Have We Failed if Our Child Isn’t Sure Christianity is True?

Have We Failed if Our Child Isn’t Sure Christianity is True?

If the gospel is true, then it’s going to be Jesus who saves our kids, not us. He is the only one who can. And that’s the tension we have to live in. It might be 10 years before one of our children comes to faith. We might not live to see it. But it could also happen tomorrow. The truth is, we don’t know. But if Jesus is trustworthy, as he has already shown himself to be time and again, then we need to trust him with our kids. Because who else is worthy?

As our kids have grown from babies and toddlers, preschoolers to big kids, and now to teens and tweens, every stage has brought different blessings and challenges. When our kids were little, parenting was all about overt instruction: moral and obedience training that we often referred to as teaching them to people. As they grew we worked to introduce more complex reasoning and training to help them consider the “why” behind the decisions we all make. Now, we are more or less in the coaching stage of parenthood, trying to help them apply all the principles and values that we’ve taught them over the years.

I’d like to think that we’ve done a decent job raising them as Christian parents ought. To raise them in the “discipline and instruction of the Lord” (Ephesians 6:4, NET). To point our kids to Jesus, sharing the gospel with them, explaining what we see in the world in light of our faith. But no one prepared me for the day when one of them would say they aren’t sure Christianity is true.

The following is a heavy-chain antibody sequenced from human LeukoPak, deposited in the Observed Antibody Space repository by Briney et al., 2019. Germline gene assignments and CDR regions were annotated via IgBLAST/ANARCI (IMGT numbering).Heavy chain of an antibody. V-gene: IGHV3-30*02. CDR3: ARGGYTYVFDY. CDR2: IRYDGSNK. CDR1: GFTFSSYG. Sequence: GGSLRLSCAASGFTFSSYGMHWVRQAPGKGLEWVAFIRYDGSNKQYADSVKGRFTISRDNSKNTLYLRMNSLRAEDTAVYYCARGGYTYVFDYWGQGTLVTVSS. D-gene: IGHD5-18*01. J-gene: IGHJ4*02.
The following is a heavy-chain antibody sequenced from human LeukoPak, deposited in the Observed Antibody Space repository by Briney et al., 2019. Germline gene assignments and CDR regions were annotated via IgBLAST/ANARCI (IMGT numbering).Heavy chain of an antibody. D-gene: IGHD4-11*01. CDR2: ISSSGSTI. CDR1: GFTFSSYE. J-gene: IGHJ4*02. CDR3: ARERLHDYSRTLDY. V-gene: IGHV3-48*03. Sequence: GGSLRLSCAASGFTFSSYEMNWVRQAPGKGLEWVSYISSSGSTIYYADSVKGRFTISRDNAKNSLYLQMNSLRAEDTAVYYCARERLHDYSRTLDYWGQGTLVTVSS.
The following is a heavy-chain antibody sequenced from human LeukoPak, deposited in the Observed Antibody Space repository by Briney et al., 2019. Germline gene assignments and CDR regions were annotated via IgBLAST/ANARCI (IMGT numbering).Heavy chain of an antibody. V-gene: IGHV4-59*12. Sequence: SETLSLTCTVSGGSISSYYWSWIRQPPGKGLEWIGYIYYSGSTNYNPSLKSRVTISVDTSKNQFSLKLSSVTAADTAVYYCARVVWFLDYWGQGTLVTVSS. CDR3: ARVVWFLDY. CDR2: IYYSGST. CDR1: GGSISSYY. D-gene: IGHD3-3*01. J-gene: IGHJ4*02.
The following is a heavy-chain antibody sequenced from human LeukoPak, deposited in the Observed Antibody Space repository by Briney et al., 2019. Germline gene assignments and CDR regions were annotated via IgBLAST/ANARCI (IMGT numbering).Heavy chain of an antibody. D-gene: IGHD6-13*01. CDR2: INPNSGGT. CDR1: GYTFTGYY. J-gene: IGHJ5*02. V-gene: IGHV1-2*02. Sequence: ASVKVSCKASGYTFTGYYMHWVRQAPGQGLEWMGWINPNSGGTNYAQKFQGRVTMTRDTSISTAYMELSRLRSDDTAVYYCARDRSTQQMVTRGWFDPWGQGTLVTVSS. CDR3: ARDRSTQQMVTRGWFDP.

The Blessing and Challenge of a Questioning Kid

One of our kids asks a lot of big questions. A lot a lot of them. On every conceivable major issue. And, honestly, that’s really great. I love that this child feels safe asking challenging questions. That this child wants to discuss big topics.

But it is honestly a little soul crushing to hear that same child say that if feels like you’re always “shoving Bible verses and theology” at them. That this child only wants me to discuss big issues with verifiable facts. With things that are true, as this child described.1 Because how do we even know that anything in the Bible is even true? How do we know that Christianity is true when there are so many other religions? So what good are opinions when trying to deal with real questions?

Full disclosure: We struggle with communication in my family. Most, if not all of us, have some kind of neurological divergence: three people have ADHD. One is on the autism spectrum. One more is waiting for an assessment for diagnosis.2 This can lead to a number of difficulties, especially when discussing complex issues. But even so, we don’t shy away from them. Instead, we try to discuss openly and honestly.

Despite all this, when my child said all this to me, I felt like I had failed as a parent.

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